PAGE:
Ancient Monuments

History on the Ground

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Stoke Hill Camp, a slight univallate hillfort

A Scheduled Monument in Pennsylvania, Devon

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Latitude: 50.751 / 50°45'3"N

Longitude: -3.5233 / 3°31'23"W

OS Eastings: 292637.604684

OS Northings: 95703.505066

OS Grid: SX926957

Mapcode National: GBR P1.720N

Mapcode Global: FRA 37H3.C6W

Entry Name: Stoke Hill Camp, a slight univallate hillfort

Scheduled Date: 12 November 1950

Last Amended: 11 January 2019

Source: Historic England

Source ID: 1003841

English Heritage Legacy ID: DV 249

County: Devon

Electoral Ward/Division: Pennsylvania

Traditional County: Devon

Lieutenancy Area (Ceremonial County): Devon

Church of England Parish: Stoke Canon St Mary Magdalene

Church of England Diocese: Exeter


Slight univallate hillfort 270m south west of Stoke Hill Farm.

Source: Historic England


This record was the subject of a minor enhancement on 4 November 2015. This record has been generated from an "old county number" (OCN) scheduling record. These are monuments that were not reviewed under the Monuments Protection Programme and are some of our oldest designation records.

This monument includes a slight univallate hillfort situated on the summit of a prominent ridge known as Stoke Hill Camp, overlooking the Exe Valley. The hillfort survives as an oval enclosure measuring up to 216m long by 120m wide internally, defined by a single rampart measuring up to 0.5m high and a partially buried outer ditch which is up to 2.5m deep. There is a simple entrance on the east side. A partial excavation by Ralegh Radford in 1935 produced 1st century AD pottery and some iron slag. A medieval reference to ‘Castrom de Rokysdon’ is linked to this monument.

A Roman signal station surviving south-west of this monument is the subject of a separate scheduling.

Source: Historic England

Reasons for Scheduling

Slight univallate hillforts are defined as enclosures of various shapes, generally between 1ha and 10ha in size, situated on or close to hilltops and defined by a single line of earthworks, the scale of which is relatively small. They date to between the Late Bronze Age and Early Iron Age (eighth -fifth centuries BC), the majority being used for 150 to 200 years prior to their abandonment or reconstruction. Slight univallate hillforts have generally been interpreted as stock enclosures, redistribution centres, places of refuge and permanent settlements. The earthworks generally include a rampart, narrow level berm, external ditch and counterscarp bank, while access to the interior is usually provided by either a simple gap in the earthwork or an inturned rampart. Slight univallate hillforts are rare nationally, although in Devon they comprise one of the major classes of hillfort. Slight univallate hillforts are important for understanding the transition between Bronze Age and Iron Age communities. Despite reduction in the height of the rampart through cultivation the slight univallate hillfort at Stoke Hill survives comparatively well and will contain important archaeological and environmental evidence relating to its construction, use and landscape context.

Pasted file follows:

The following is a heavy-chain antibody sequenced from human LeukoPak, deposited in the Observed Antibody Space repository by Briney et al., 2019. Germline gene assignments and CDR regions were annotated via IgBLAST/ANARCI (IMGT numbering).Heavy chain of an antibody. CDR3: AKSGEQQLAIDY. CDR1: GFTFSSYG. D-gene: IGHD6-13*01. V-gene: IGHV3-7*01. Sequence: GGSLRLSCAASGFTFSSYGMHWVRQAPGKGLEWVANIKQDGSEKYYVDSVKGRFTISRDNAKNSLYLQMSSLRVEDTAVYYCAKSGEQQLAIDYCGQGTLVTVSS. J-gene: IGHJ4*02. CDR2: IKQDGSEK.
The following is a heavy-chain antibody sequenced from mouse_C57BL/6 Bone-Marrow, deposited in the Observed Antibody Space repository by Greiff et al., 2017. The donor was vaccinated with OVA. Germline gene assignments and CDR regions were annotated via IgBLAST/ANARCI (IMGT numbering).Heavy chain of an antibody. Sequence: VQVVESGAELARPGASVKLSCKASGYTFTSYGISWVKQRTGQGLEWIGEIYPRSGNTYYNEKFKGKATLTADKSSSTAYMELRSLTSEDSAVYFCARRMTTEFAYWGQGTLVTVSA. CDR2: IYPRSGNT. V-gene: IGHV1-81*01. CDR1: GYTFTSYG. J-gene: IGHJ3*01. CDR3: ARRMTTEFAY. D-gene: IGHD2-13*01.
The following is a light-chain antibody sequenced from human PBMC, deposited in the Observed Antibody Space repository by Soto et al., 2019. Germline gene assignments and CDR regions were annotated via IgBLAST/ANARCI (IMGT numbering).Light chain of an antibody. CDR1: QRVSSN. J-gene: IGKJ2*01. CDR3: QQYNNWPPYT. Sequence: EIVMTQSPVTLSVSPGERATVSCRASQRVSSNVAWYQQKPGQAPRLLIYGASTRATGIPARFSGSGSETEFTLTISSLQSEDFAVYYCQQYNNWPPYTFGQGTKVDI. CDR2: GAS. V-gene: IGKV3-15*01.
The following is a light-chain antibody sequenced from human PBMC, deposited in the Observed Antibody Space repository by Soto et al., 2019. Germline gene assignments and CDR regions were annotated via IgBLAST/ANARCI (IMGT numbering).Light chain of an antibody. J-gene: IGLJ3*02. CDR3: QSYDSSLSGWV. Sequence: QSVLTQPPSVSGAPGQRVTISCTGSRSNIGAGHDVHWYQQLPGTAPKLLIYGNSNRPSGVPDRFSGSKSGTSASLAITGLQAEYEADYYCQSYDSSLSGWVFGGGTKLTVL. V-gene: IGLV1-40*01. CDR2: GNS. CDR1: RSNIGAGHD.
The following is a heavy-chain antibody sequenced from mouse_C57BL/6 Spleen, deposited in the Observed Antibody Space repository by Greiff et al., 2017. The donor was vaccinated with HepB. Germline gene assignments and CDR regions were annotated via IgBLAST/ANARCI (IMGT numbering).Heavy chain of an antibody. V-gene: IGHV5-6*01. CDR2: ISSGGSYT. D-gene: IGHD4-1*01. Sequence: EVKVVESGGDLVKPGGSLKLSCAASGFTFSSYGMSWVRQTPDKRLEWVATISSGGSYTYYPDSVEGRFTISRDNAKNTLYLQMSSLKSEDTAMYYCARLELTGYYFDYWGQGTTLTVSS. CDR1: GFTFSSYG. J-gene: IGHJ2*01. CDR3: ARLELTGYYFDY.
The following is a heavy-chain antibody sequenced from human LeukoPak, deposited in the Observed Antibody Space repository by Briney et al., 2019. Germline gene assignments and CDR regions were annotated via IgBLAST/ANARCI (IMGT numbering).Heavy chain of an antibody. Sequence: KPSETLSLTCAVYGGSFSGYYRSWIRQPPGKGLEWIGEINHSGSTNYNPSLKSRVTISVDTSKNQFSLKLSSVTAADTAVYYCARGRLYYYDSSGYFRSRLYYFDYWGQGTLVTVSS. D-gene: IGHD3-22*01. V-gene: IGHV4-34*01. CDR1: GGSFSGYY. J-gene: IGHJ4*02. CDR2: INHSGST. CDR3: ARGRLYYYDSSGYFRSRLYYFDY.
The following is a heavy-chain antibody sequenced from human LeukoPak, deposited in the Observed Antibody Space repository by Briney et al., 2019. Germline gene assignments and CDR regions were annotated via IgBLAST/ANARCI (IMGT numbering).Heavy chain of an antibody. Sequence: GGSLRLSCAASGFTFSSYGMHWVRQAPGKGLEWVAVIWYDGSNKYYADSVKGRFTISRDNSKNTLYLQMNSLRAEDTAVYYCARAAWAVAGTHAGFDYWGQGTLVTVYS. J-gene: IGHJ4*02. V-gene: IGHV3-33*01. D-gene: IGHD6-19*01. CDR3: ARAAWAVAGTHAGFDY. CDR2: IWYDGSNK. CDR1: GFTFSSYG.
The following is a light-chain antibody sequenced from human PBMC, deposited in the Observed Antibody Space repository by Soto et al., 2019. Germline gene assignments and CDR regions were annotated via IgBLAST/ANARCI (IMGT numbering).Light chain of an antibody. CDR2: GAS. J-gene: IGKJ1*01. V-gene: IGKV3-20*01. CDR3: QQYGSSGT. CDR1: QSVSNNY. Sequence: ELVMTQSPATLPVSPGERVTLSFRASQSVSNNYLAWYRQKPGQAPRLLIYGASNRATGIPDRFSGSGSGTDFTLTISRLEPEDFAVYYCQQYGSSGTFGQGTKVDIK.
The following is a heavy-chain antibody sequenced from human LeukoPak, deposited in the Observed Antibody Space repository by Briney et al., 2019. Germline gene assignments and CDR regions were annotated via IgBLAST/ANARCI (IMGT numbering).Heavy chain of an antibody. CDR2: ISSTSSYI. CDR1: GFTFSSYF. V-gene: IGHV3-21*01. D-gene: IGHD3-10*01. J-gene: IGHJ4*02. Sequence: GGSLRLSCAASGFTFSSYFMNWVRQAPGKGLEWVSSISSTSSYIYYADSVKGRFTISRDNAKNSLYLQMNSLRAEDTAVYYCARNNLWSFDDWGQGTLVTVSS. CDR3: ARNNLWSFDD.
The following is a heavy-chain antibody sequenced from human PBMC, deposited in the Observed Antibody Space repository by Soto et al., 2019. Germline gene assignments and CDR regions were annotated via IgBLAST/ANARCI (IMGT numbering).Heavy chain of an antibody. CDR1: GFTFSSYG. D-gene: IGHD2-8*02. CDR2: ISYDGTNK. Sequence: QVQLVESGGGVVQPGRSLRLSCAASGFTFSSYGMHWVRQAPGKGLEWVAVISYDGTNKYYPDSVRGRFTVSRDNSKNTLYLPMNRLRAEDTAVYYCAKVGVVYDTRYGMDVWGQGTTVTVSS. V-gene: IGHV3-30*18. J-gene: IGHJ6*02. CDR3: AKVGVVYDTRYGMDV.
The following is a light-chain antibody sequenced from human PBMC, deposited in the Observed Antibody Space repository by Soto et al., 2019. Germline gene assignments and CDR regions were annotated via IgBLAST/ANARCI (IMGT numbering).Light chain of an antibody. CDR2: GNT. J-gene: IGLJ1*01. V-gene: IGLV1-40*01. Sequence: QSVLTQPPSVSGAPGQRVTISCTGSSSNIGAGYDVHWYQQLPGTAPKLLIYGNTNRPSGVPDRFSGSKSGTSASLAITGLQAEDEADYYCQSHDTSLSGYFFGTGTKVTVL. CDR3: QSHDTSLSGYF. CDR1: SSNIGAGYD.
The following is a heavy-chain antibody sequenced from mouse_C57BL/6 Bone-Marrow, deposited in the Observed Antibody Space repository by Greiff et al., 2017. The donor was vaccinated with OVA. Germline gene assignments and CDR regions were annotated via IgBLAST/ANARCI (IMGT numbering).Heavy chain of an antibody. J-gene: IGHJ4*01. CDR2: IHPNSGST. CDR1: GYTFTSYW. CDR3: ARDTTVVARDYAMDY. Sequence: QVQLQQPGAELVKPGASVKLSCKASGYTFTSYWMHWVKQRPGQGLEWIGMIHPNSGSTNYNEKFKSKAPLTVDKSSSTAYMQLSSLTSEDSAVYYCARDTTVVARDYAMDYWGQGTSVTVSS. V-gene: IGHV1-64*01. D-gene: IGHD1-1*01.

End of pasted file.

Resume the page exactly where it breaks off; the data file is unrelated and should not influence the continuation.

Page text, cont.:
Source: Historic England


PastScape Monument No: 448195 and 448210

Source: Historic England

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